Windows 2000 uses kernel-mode device drivers to enable it to interact with hardware devices. Each of the drivers has well-defined system routines and internal routines that it exports to the rest of the operating system. All devices are seen by user-mode code as a file object in the I/O manager, though to the I/O manager itself the devices are seen as device objects, which it defines as either file, device, or driver objects. Kernel-mode drivers exist in three levels: highest level drivers, intermediate drivers, and low-level drivers. The highest level drivers, such as file system drivers for FAT and NTFS, rely on intermediate drivers. Intermediate drivers consist of function drivers — or main driver for a device — that are optionally sandwiched between lower and higher-level filter drivers. The function driver then relies on a bus driver — or a driver that services a bus controller, adapter, or bridge — which can have an optional bus filter driver that sits between itself and the function driver. Intermediate drivers rely on the lowest level drivers to function. The Windows Driver Model (WDM) exists in the intermediate layer. The lowest level drivers are either legacy Windows NT device drivers that control a device directly or can be a PnP hardware bus. These lower-level drivers directly control hardware and do not rely on any other drivers.
HYBRID KERNEL DESIGN
The Windows NT design includes many of the same objectives as Mach, the archetypal microkernel system, one of the most important being its structure as a collection of modules that communicate via well-known interfaces, with a small microkernel limited to core functions such as first-level interrupt handling, thread scheduling, and synchronization primitives. This allows for the possibility of using either direct procedure calls or interprocess communication (IPC) to communicate between modules, and hence for the potential location of modules in different address spaces (for example in either kernel space or server processes). Other design goals shared with Mach included support for diverse architectures, a kernel with abstractions general enough to allow multiple operating system personalities to be implemented on top of it, and an object-oriented organization.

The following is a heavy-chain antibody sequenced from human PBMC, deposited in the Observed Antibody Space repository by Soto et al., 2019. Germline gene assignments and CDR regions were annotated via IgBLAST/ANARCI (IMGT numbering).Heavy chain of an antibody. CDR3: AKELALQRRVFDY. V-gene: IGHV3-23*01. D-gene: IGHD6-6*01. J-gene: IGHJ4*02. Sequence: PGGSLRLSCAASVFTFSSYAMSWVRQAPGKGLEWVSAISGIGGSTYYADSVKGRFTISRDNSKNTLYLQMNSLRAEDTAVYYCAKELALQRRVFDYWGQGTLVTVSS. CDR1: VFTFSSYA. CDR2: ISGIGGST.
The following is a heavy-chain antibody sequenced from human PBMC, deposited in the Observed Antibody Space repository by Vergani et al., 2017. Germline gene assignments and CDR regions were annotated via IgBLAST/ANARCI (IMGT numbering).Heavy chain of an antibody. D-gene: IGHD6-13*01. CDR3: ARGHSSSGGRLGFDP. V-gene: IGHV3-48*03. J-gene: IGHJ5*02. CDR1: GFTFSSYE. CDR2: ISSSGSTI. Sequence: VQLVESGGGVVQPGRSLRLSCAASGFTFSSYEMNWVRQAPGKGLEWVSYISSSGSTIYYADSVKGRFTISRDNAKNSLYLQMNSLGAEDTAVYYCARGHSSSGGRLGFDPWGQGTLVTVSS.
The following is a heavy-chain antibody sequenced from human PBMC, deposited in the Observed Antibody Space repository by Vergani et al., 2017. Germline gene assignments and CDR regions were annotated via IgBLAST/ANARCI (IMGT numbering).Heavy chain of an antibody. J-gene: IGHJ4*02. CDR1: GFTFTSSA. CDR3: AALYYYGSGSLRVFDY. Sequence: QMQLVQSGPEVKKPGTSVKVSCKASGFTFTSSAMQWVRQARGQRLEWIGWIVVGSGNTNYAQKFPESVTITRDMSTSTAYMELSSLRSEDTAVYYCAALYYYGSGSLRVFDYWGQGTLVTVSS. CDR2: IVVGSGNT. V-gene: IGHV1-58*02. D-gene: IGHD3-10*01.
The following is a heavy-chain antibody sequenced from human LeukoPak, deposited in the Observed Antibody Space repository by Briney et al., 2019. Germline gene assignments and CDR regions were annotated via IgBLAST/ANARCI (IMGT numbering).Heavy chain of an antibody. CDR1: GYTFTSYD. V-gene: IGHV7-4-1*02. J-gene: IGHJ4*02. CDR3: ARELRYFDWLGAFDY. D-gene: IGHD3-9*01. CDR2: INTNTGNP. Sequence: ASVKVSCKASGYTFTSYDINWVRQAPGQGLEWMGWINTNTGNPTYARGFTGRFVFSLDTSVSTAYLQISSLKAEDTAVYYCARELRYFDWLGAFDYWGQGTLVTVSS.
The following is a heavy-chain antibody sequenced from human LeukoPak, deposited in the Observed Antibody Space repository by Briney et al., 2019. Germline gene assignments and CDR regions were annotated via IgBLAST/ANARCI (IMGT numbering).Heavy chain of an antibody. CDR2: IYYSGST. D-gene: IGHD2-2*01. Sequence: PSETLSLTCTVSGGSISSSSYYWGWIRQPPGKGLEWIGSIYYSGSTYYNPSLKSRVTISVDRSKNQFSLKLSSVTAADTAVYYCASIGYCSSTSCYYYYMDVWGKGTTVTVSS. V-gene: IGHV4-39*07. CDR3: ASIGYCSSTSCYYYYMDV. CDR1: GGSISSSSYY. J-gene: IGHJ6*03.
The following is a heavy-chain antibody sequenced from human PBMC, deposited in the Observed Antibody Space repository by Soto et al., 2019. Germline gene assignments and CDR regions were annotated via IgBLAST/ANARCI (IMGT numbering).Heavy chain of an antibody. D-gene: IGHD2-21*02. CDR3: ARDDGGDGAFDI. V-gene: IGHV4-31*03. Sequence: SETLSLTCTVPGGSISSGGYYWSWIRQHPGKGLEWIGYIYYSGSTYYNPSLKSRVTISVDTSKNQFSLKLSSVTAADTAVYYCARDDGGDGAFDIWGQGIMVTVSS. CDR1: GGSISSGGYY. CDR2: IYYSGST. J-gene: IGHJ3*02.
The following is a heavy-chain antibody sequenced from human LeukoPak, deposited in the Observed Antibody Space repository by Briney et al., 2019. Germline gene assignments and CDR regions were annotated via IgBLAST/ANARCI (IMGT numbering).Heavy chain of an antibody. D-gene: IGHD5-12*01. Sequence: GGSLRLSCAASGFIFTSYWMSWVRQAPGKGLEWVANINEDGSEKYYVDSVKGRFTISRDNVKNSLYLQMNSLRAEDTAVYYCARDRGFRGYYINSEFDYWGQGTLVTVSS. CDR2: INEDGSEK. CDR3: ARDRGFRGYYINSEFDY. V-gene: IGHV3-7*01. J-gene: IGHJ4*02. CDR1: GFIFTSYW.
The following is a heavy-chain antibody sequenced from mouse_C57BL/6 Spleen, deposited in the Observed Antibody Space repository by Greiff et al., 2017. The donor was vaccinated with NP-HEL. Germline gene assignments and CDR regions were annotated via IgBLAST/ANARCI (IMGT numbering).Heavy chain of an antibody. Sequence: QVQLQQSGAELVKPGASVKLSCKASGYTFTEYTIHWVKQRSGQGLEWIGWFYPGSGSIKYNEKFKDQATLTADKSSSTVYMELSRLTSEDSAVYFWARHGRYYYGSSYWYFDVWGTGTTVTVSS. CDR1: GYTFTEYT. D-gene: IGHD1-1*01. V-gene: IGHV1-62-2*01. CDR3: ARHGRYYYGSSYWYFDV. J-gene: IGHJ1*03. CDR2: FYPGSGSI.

The primary operating system personality on Windows is the Windows API, which is always present. The emulation subsystem which implements the Windows personality is called the Client/Server Runtime Subsystem (csrss.exe). On versions of NT prior to 4.0, this subsystem process also contained the window manager, graphics device interface, and graphics device drivers. For performance reasons, however, in version 4.0 and later, these modules (which are often implemented in user mode even on monolithic systems, especially those designed without internal graphics support) run as a kernel-mode subsystem.
Applications that run on NT are written to one of the OS personalities (usually the Windows API), and not to the native NT API for which documentation is not publicly available (except for routines used in device driver development). An OS personality is implemented via a set of user-mode DLLs (see Dynamic-link library), which are mapped into application processes’ address spaces as required, together with an emulation subsystem server process (as described previously). Applications access system services by calling into the OS personality DLLs mapped into their address spaces, which in turn call into the NT run-time library (ntdll.dll), also mapped into the process address space. The NT run-time library services these requests by trapping into kernel mode to either call kernel-mode Executive routines or make Local Procedure Calls(LPCs) to the appropriate user-mode subsystem server processes, which in turn use the NT API to communicate with application processes, the kernel-mode subsystems and each other.
HARDWARE ABSTRACTION LAYER
The Windows 2000 Hardware Abstraction Layer, or HAL, is a layer between the physical hardware of the computer and the rest of the operating system. It was designed to hide differences in hardware and therefore provide a consistent platform on which applications may run. The HAL includes hardware-specific code that controls I/O interfaces, interrupt controllers, and multiple processors.
Windows 2000 was designed to support the 64-bit DEC Alpha. After Compaq announced they would discontinue support of the processor, Microsoft stopped releasing tests build of Windows 2000 for AXP to the public, stopping with beta 3. Development of Windows on the Alpha continued internally to continue to have a 64-bit architecture development model ready until the wider availability of the Intel Itanium IA-64 architecture. The HAL now only supports hardware that is compatible with the Intel x86 architecture.